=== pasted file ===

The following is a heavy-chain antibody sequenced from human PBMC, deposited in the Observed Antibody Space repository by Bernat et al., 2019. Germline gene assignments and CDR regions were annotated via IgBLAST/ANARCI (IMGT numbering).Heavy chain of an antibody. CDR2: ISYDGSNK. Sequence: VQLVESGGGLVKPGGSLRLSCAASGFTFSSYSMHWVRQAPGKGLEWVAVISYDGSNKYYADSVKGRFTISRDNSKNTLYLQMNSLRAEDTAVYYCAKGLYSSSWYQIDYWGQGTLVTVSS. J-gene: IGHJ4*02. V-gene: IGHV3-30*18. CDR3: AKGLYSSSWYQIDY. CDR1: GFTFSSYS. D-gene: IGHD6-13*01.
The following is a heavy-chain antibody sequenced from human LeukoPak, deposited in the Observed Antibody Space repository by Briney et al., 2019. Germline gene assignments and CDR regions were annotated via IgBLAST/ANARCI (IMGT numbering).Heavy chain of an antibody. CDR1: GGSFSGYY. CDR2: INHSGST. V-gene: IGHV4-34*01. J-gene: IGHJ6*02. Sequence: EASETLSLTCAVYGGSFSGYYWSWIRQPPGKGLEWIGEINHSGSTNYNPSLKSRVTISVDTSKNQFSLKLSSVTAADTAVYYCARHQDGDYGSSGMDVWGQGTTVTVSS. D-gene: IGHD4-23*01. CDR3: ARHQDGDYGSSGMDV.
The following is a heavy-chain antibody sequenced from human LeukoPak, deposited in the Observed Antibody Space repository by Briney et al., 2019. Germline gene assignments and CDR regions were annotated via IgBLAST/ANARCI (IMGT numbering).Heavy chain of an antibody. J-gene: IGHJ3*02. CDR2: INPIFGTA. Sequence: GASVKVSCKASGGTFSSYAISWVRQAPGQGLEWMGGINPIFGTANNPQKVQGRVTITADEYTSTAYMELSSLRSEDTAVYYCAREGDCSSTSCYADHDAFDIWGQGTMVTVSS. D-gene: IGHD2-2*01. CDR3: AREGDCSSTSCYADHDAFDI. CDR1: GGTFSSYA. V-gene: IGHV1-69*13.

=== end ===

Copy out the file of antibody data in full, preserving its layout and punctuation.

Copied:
The following is a heavy-chain antibody sequenced from human PBMC, deposited in the Observed Antibody Space repository by Bernat et al., 2019. Germline gene assignments and CDR regions were annotated via IgBLAST/ANARCI (IMGT numbering).Heavy chain of an antibody. CDR2: ISYDGSNK. Sequence: VQLVESGGGLVKPGGSLRLSCAASGFTFSSYSMHWVRQAPGKGLEWVAVISYDGSNKYYADSVKGRFTISRDNSKNTLYLQMNSLRAEDTAVYYCAKGLYSSSWYQIDYWGQGTLVTVSS. J-gene: IGHJ4*02. V-gene: IGHV3-30*18. CDR3: AKGLYSSSWYQIDY. CDR1: GFTFSSYS. D-gene: IGHD6-13*01.
The following is a heavy-chain antibody sequenced from human LeukoPak, deposited in the Observed Antibody Space repository by Briney et al., 2019. Germline gene assignments and CDR regions were annotated via IgBLAST/ANARCI (IMGT numbering).Heavy chain of an antibody. CDR1: GGSFSGYY. CDR2: INHSGST. V-gene: IGHV4-34*01. J-gene: IGHJ6*02. Sequence: EASETLSLTCAVYGGSFSGYYWSWIRQPPGKGLEWIGEINHSGSTNYNPSLKSRVTISVDTSKNQFSLKLSSVTAADTAVYYCARHQDGDYGSSGMDVWGQGTTVTVSS. D-gene: IGHD4-23*01. CDR3: ARHQDGDYGSSGMDV.
The following is a heavy-chain antibody sequenced from human LeukoPak, deposited in the Observed Antibody Space repository by Briney et al., 2019. Germline gene assignments and CDR regions were annotated via IgBLAST/ANARCI (IMGT numbering).Heavy chain of an antibody. J-gene: IGHJ3*02. CDR2: INPIFGTA. Sequence: GASVKVSCKASGGTFSSYAISWVRQAPGQGLEWMGGINPIFGTANNPQKVQGRVTITADEYTSTAYMELSSLRSEDTAVYYCAREGDCSSTSCYADHDAFDIWGQGTMVTVSS. D-gene: IGHD2-2*01. CDR3: AREGDCSSTSCYADHDAFDI. CDR1: GGTFSSYA. V-gene: IGHV1-69*13.